Justice Driven Data Science for Prosecutorial Impact
In the next 100 years, what if California could fundamentally disrupt the pipeline to incarceration, ensuring justice and equity in criminal prosecutions?
The use of data to inform decisions is a key tenet of “progressive prosecution,” a pathbreaking approach to criminal prosecution that seeks to reverse the role of prosecutors as drivers of mass incarceration by shifting the goals of prosecution from conviction and punishment to fairness and accountability. In partnership with DA offices across the state of California, the California 100 Innovation Team and The People Lab at UC Berkeley are undertaking a research and demonstration project that will pilot the use of new empirical methods to assist prosecutorial decision making in the pursuit of justice.
Case data are often complicated amalgamations of arrest circumstances, administrative records, police report narratives, body camera footage, and data elements from other record-keeping systems from multiple jurisdictions. While working within this data ecosystem and meeting quick turnaround deadlines for decisions, Assistant District Attorneys (ADAs) must parse and process all relevant information pertinent to whether a case can be charged or is eligible for diversion.
By creating a structured dataset of case characteristics and using data science methods to build a decision aid for use by ADAs in their case reviews, we will pursue three distinct but interrelated goals:
- first, to reduce the prosecution of cases that pose a low risk to public safety and thus are shown by a growing body of research to be more effectively addressed without formal prosecution;
- second, to reduce DA caseloads through earlier and more effective identification of cases for discharge or diversion;
- and third, to improve DA’s ability to prosecute high priority cases that pose a significant risk to public safety.
This pioneering effort, if successful, has the potential to transform prosecution across California and the United States by demonstrating a replicable model of transparent, fair, and just data-driven prosecution.
Integrating a Fractured Safety Net
In the next 100 years, what if California could completely redesign the implementation of social welfare programs, to ensure all Californians can benefit from social programs?
In California, low-income households are eligible to access a patchwork of programs designed to provide a supportive safety net. However, the fragmented nature of safety net administration in the state results in these programs falling short of their true reach, ultimately leaving millions of households underserved. This is especially true when it comes to programs like the Child Tax Credit, the Earned Income Tax Credit, and other pandemic-related aid delivered through the tax code. Many families that are eligible for these anti-poverty benefits are unaware of their eligibility to receive this type of aid, or do not file taxes at all.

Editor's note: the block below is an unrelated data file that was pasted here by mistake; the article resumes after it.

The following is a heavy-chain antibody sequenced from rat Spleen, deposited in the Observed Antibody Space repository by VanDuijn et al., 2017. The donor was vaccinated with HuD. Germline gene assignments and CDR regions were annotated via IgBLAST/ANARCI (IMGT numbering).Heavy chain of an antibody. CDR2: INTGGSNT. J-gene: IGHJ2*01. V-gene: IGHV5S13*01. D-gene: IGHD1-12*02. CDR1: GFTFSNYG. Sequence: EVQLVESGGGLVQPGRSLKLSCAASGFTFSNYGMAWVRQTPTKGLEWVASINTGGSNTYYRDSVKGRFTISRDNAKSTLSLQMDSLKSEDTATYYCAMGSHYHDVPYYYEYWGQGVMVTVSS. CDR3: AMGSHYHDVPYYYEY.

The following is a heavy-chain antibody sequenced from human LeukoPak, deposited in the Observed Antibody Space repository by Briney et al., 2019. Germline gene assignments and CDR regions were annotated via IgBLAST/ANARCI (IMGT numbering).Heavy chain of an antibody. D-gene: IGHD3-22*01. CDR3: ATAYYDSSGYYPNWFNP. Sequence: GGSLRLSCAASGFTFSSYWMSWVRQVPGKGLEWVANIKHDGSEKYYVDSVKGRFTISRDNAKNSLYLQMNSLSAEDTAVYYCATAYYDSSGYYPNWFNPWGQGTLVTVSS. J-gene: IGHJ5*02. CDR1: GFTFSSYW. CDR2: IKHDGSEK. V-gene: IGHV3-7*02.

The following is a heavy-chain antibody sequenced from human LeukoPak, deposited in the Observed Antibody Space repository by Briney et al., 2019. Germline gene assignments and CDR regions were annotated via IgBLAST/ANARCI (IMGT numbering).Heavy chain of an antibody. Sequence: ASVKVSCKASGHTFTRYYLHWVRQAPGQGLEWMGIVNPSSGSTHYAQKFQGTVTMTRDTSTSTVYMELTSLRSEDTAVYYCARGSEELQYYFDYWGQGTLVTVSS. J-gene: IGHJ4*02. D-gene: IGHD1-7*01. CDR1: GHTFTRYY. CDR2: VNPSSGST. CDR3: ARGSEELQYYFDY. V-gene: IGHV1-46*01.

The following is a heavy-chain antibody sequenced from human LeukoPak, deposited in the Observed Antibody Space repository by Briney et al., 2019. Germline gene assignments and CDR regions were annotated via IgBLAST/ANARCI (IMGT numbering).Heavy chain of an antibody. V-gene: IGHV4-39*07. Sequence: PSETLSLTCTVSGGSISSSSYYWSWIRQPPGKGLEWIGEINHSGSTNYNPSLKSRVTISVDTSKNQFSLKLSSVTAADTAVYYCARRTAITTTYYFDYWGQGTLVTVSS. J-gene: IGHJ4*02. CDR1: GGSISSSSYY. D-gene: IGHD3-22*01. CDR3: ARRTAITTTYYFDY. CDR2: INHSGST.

The California Department of Social Services (CDSS) and the California Policy Lab (CPL), in collaboration with The People Lab (TPL) and California 100’s Innovation Team, are using administrative data to integrate the process of delivering tax benefits to low-income Californians. This aid is projected to lift millions of Californians out of poverty–provided that eligible households actually receive the aid.
Californians must file taxes to receive these benefits, but the administrative burden of filing taxes is large: filing taxes can be costly and complicated for any Californian, but especially so for the most vulnerable. In the first phase of this pilot project, we will pilot a new SMS-based method for improved targeting of eligible individuals, relying on linked administrative data across government agencies. This model, if it works, has the potential to fundamentally transform how multiple government agencies can work together to ensure access to and uptake of benefits by targeting outreach to those who are least likely to claim and who stand to gain the most from tax benefits of this kind.